Some crafty people fuel their procrastination under the guise of learning. They sign up for course after course and webinar after webinar because they are convinced that they must learn more before they can get started.
I know…I’ve done it.
When the going gets tough…some people jump ship
At some point in everyone’s entrepreneurial career, we hit a point where the work gets hard. The project stalls a bit because we struggle and without dedication to seeing it through, we abandon the sinking ship and hop onto a new opportunity that looks like it’ll float.
We work on one project for a while until we hit another rough patch, struggle, and then we justify abandoning it because it wasn’t working.
This cycle will continue until you stop it.
We have to be disciplined and struggle through the unsexy parts of each project in order to see it through to completion.
How can we finish more projects?
Clearly define your goals
Are you setting project-based goals? Income-based goals? Whatever they are, clearly define them and then map out a process to tackle them.
Maybe you want to publish one book in the next 12 months year that is at least 75k words.
Your writing timeline needs to be truncated a bit so that you can allow time for editing, formatting, and publishing.
So, you need to write 75k words in 6 months. That’s 12,500 words/mth or 416 words/day.
Does that sound manageable?
Find an accountability partner (or hire one)
Would you go to the gym more often if you had a free gym membership or if you were paying $200/mth for a personal trainer?
I guarantee you would show up every day if you were paying $200/mth and guess what? You’d see results!
Accountability partners can help us reach our goals but not all accountability partners are created equal.
During the publication of my first book, my husband served as my accountability partner by asking me every day, “So, what are your plans for the day?” or “How is it going?”
But, as my business grew and my tasks varied between projects, I found I needed to hire someone who could direct my energy to profitable activities, not to tasks that kept me busy but not productive.
Start small and keep yourself accountable to your accountability partner. Prepare progress reports/updates like you would a manager in an office setting and check-in with each other on a regular basis.
Create both carrots and sticks
What will motivate you to reach your goals in the time you have set? If you set a certain income-based goal, reward yourself with something you really want when you reach it. Maybe it’s a trip somewhere warm and beachy or maybe it’s a nice dinner out on the town.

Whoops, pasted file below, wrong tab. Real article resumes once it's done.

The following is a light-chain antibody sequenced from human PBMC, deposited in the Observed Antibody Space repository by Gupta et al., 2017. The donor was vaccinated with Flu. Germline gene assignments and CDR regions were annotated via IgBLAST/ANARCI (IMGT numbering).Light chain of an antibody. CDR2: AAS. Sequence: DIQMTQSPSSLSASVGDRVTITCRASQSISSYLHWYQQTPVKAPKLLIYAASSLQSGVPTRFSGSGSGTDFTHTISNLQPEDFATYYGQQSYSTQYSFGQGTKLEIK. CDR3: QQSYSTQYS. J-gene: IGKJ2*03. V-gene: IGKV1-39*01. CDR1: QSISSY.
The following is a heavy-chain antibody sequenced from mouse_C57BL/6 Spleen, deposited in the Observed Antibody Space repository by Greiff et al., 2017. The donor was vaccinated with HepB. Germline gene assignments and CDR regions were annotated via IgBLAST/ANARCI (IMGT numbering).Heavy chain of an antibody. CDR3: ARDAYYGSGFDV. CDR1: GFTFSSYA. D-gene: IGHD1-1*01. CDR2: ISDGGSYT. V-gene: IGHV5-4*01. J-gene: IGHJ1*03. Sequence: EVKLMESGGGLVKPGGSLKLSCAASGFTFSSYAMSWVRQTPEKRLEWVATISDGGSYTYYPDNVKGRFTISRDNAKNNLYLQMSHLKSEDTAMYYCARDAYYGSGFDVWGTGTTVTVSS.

In order to stop deadlines from whizzing by you at an unstoppable speed, devise some punishments that provide real consequences for missing those deadlines. Be your own boss but be somewhat demanding of yourself.
If I don’t reach my writing goal each day, my usual veg-out and watch Netflix time will be used to write instead.
I will often deny myself social interaction with friends (I know, that sounds awful) until my projects are done.
“No, sorry, I can’t meet up for coffee even though I so desperately want to because I have to get this finished.”
We have to stop allowing deadlines to zoom by without consequence. Create your own incentives and disincentives.
Don’t allow yourself to change projects
As a fellow sufferer of Shiny Object Syndrome, I’ve decided to be even tougher on myself and not allow myself to even consider taking on another project until the first project is completed.
Yes, that means that some of my days are horrendously boring. Some days are incredibly frustrating and I feel like I’m barely treading water.
But, I simply cannot allow myself to abandon projects whenever I hit a technical snag or rough patch if I truly value and want to honor this idea.
Map out a full strategy for each project
Every book, course, collaboration, or blog post should have a strategy behind it. What are you trying to accomplish? We stop working on projects because we get overwhelmed by everything we need to do.
Break down the monumental task into bite-sized pieces and set a deadline for each task.
Map out your calendar and then add in a fudge factor for sickness, interruptions, and all of the things that are beyond our control that affect our work.
Set days aside for when you will take on non-project but still necessary tasks like admin, website edits, accounting, and complementary content generation, and then only work on those tasks on those days.
Minimize Your Distractions
I’m on social media a lot for my work and I found myself contributing to conversations that had nothing to do with my business.
After listening to hundreds of free webinars, and free video courses, I realized that I was past the “free” stage. Indie publishing is great because one can do so much on your own and I had but it wasn’t enough. I published two anthologies that were huge feats of collaboration among 50 women living around the world and I got pretty far considering I had more or less stumbled my way through the process. I was looking to elevate my game and take it to the next professional level.
The free webinars weren’t cutting it anymore but I still wasn’t ready to spend money on myself. I needed professional advice but I wasn’t willing to pay for it. All of the experts were saying that investing in yourself would pay off in spades but I saw that as self-serving.
“Of course, they are going to tell me to invest in their courses and consultations. They want the sale.”